I’ve recently had some good discussions through email with my friend, John Schumacher, on the origins of Rabbinical Judaism. He has done a lot of research on this topic and has some great insight, so I asked his permission to include some of his thoughts on our blog.
Our friends at Dispensational Publishing House have recently posted my testimony about why I am a dispensationalist. It’s a short story that follows my journey from church to apostasy to war to prison to conversion to seminary to today. I glossed over some details for the sake of brevity in that article, but today, I am going to zoom in on my prison story a bit.
I was a notorious vegetable smuggler in a Jewish prison gang! In a federal prison, no less. Sounds pretty tough, right? I assure you it is not.
I wonder just how shocked folks were when Peter and John taught in the temple. They were arrested for teaching “in Jesus the resurrection from the dead” (Acts 4:2). We know that “the dead in Christ will rise first” (1 Thess 4:16), so it sounds to me like they were teaching the rapture, not the Great White Throne.
But, they also may have mispronounced the word, “hear,” so let’s talk about that instead.
Let’s talk about animal sacrifice in the Bible and why we don’t do animal sacrifices today. When we mention animal sacrifice, the first thing people often think about is the Mosaic Law, but the Mosaic economy is not the only one that featured sacrifices. Sacrifices also occurred immediately after the fall (Gen 3:21), in the first generation after the fall in the dispensation of conscience (Gen 4:4), after the flood in the dispensation of human government (Gen 8:20), and in the dispensation of patriarchs (Job 1:5). So, before Christ, were people saved by offering animal sacrifices? The short answer is “No.” The long answer is “Noooooooooooooo!”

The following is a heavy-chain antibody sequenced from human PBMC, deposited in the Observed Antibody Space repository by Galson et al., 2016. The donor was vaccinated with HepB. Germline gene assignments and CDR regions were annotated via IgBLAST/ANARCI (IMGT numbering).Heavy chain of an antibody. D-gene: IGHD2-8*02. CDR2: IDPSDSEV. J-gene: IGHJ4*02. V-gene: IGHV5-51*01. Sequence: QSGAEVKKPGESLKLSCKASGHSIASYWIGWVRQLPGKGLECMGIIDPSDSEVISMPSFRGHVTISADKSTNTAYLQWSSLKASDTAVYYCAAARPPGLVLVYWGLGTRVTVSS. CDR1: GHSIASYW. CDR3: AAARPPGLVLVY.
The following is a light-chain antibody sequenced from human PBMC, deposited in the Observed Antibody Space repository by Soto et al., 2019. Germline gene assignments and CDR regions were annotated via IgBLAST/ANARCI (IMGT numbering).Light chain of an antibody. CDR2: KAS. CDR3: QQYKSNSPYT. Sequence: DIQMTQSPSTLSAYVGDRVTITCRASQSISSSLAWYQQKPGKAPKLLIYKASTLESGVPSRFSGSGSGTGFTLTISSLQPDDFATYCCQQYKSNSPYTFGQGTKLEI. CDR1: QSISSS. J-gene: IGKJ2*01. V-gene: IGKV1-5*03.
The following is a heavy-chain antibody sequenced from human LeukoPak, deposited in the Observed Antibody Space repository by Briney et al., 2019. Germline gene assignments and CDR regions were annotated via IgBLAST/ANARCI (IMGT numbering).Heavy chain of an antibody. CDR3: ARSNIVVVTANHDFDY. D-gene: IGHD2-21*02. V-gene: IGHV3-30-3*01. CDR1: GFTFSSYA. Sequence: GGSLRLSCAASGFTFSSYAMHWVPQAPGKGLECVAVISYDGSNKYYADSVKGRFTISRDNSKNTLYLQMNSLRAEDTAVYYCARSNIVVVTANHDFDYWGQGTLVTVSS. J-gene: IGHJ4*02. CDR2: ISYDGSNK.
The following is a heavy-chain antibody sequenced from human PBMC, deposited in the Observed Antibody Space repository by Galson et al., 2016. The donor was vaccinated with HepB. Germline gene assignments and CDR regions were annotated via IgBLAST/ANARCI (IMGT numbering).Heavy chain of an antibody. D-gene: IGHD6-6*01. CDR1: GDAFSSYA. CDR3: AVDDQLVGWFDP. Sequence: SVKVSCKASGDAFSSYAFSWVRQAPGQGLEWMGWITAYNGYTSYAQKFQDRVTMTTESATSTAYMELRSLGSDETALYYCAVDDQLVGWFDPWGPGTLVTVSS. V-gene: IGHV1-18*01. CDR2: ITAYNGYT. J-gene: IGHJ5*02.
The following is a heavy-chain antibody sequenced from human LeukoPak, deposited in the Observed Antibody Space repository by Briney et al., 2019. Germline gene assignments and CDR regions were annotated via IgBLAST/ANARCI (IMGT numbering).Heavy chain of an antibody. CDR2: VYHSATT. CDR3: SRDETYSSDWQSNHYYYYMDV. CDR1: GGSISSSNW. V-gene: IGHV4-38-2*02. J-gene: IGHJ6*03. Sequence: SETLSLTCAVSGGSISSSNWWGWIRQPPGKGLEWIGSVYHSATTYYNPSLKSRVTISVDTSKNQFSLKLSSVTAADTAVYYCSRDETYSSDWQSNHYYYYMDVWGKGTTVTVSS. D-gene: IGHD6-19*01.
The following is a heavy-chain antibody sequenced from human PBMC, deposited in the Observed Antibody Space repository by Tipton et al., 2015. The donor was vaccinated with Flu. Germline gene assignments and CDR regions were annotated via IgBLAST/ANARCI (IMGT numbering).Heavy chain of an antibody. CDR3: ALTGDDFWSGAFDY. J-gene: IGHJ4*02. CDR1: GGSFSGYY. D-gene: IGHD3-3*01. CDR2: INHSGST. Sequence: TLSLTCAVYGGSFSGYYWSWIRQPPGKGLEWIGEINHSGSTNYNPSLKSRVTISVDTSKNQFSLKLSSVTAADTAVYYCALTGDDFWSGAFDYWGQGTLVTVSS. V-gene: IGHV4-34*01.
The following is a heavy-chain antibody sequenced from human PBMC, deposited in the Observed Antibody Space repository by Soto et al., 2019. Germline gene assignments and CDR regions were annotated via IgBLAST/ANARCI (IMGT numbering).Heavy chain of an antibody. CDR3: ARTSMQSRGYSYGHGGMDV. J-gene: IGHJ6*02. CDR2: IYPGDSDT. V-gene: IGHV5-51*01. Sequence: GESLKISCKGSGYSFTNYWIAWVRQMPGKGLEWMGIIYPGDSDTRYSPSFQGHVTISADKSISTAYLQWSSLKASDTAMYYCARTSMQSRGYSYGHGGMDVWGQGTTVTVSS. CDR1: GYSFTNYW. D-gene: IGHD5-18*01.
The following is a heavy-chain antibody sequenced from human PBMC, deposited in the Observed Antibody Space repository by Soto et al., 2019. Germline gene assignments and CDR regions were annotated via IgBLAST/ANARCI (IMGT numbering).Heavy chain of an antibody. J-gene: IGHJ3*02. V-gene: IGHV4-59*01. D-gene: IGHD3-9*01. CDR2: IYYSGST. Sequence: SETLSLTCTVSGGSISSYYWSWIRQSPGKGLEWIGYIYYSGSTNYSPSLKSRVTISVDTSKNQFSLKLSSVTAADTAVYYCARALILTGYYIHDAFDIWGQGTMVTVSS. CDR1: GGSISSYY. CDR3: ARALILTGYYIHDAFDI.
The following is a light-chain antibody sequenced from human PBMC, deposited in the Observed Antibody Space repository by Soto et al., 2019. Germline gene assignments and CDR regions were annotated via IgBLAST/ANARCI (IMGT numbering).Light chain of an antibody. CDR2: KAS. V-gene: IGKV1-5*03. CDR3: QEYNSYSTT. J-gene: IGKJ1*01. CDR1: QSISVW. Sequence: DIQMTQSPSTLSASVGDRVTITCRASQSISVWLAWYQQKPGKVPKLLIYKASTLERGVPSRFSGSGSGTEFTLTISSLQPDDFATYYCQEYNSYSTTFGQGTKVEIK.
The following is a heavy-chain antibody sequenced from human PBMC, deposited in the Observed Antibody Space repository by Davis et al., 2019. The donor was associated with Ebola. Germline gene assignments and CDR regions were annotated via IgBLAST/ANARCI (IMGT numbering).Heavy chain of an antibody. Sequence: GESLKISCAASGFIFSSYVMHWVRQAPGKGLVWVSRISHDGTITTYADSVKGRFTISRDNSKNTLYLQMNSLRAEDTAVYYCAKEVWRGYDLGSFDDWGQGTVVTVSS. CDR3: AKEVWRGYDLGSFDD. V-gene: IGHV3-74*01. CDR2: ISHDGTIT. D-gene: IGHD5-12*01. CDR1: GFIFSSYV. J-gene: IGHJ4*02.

Here’s an excerpt from a paper I’m working on that has been modified for your viewing pleasure:
When I was in the Army, I thought it would be cool to get a tattoo that said, “I run with scissors!” with a skull and cross-scissors above it. I was telling my brilliant idea to my father, who told me, “Son, most people I know who are my age and have tattoos are folks that got the tattoos when they were your age and now they regret it.”
Have you ever seen a conversation like this take place between two believers?
Believer 1: How is life going, Believer 2?
Believer 2: Oh, life is terrible! My dog left me and I stepped on a LEGO. Things will never get better. Blah blah blah.
Believer 1: Oh no. Be encouraged! The Bible says, “For I know the plans I have for you, declares the LORD, plans for welfare and not for evil, to give you a future and a hope.”
Believer 2: Oh, wow! You’re right! Everything is just swell. I think I’ll ride off into the sunset now.
Believer 1 has just quoted Jer 29:11. If we look at the context of this passage, I think we’ll find that he has actually misused this particular verse (though, I’m sure his intentions were good).
Now, Jer 29:11 is a source of encouragement for many believers and I don’t want to rob anyone of encouragement. So, I have compiled a list of three reasons why we should rejoice that this passage is not about us. If Jer 29:11 was indeed about us, then: